FUTURE TECHNOLOGIES 2022
Future Technologies OF 2022
The name 4D printing can lead to confusion: I am not implying that humanity will be able to create and access another dimension (Only Rubik can do that). Put simply, a 4D-printed product is a 3D-printed object which can change properties when a specific stimulus is applied (submerged underwater, heated, shaken, not stirred…). The 4th D is therefore Time; time needed for the stimulus to be relevant.
The key challenge of this technology is obviously finding the relevant “smart material” for all types of uses (namely a hydrogel or a shape memory polymer for the time being). Some work is being done in this space, but we’re not even close to being customer-ready, having yet to master reversible changes of certain materia
Real-time object detection is a technique used to detect objects from video. It’s the underlying technology behind… well, most things we want to use in the future, from Tesla’s self-driving cars to Amazon’s cashier-less stores. The YOLO (“You Only Look Once”) models refer to some of the most versatile and famous real-time object detection and labelling models.
The latest iteration (V5) of the model is worthy of this list for a couple of reasons. It’s written in PyTorch, which will make its deployment to mobile a lot easier. It’s also quick. Very quick. 140 frames per second quick, while also preserving accuracy. Finally, YOLOv5 is nearly 90 percent smaller than YOLOv4. This means it will be deployed to embedded devices much more easily.
3D printed bones
3D printing is an industry promising everything from cheap house building through to affordable rugged armour, but one of the most interesting uses of the technology is the building of 3D printed bones.
The company Ossiform specialises in medical 3D printing, creating patient-specific replacements of different bones from tricalcium phosphate – a material with similar properties to human bones.
Using these 3D printed bones is surprisingly easy. A hospital can perform an MRI which is then sent to Ossiform who create a 3D model of the patient-specific implant that is needed. The surgeon accepts the design and then once it is printed, it can be used in surgery.
What is special about these 3D printed bones is that because of the use of tricalcium phosphate, the body will remodel the implants into vascularised bone. That means they will enable the full restoration of function that the bone it is replacing had. To achieve the best integration possible, the implants are of a porous structure and feature large pores and canals for cells to attach to and reform bone.
Energy storing bricks
Scientists have found a way to store energy in the red bricks that are used to build houses.
Researchers led by Washington University in St Louis, in Missouri, US, have developed a method that can turn the cheap and widely available building material into “smart bricks” that can store energy like a battery.
Although the research is still in the proof-of-concept stage, the scientists claim that walls made of these bricks “could store a substantial amount of energy” and can “be recharged hundreds of thousands of times within an hour”.
The researchers developed a method to convert red bricks into a type of energy storage device called a supercapacitor.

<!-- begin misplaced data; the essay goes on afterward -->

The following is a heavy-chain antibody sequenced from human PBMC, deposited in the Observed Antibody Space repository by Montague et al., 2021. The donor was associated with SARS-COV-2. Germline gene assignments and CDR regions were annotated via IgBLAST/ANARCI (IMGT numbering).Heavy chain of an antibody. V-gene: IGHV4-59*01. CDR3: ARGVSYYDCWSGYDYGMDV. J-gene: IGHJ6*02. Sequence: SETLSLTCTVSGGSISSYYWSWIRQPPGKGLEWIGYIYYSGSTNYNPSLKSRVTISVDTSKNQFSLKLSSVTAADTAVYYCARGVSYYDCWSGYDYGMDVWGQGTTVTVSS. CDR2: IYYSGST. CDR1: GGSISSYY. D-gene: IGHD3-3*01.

This involved putting a conducting coating, known as Pedot, onto brick samples, which then seeped through the fired bricks’ porous structure, converting them into “energy storing electrodes”.
Iron oxide, which is the red pigment in the bricks, helped with the process, the researchers said.
When it comes to energy, the sea remains a massive untapped resource; it’s not like we’re going to run out of it anytime soon, what with the North Pole melting. And according to researchers, it could soon be put to good use as fuel for ships.
Bear with me: the process uses a potassium-promoted molybdenum carbide catalyst (bless you) to extract carbon dioxide from seawater, turning it into carbon monoxide via the reverse water-gas shift (RWGS) reaction. The carbon monoxide can in turn be converted into a hydrocarbon via the Fischer-Tropsch synthesis. Ships can then use this hydrocarbon instead of pre-onboarded fuel which, as we know, carries many risks.
The fuel currently used to power the thousands of ships that cross the seas and oceans daily is very polluting. The conversion of CO2 into chemicals and value-added fuels could significantly reduce the greenhouse gases they emit over the long term.
There are however a handful of issues that need fixing before we get to greener maritime routes. Firstly, carbon dioxide concentration in seawater is about 100 milligrams per litre. That’s not much. To put it into perspective, you’d need to process close to 45 million cubic meters of water to power a cruise ship for about a week. And the more water you process, the more sea life you remove from the food chain, with potentially catastrophic long-term results. Secondly, you’re still releasing carbon into the air at the end of the day, even if it’s water-based carbon. You could argue that it’s a net neutral as it will get back to the sea eventually, but if you’re at all ecologically conscious, you know this is a slippery slope.
Self-healing 'living concrete
Scientists have developed what they call living concrete by using sand, gel and bacteria.
Researchers said this building material has structural load-bearing function, is capable of self-healing and is more environmentally friendly than concrete – which is the second most-consumed material on Earth after water.
The team from the University of Colorado Boulder believe their work paves the way for future building structures that could “heal their own cracks, suck up dangerous toxins from the air or even glow on command”
Tiny hybrid robots made using stem cells from frog embryos could one day be used to swim around human bodies to specific areas requiring medicine, or to gather microplastic in the oceans.
“These are novel living machines,” said Joshua Bongard, a computer scientist and robotics expert at the University of Vermont, who co-developed the millimetre-wide bots, known as xenobots.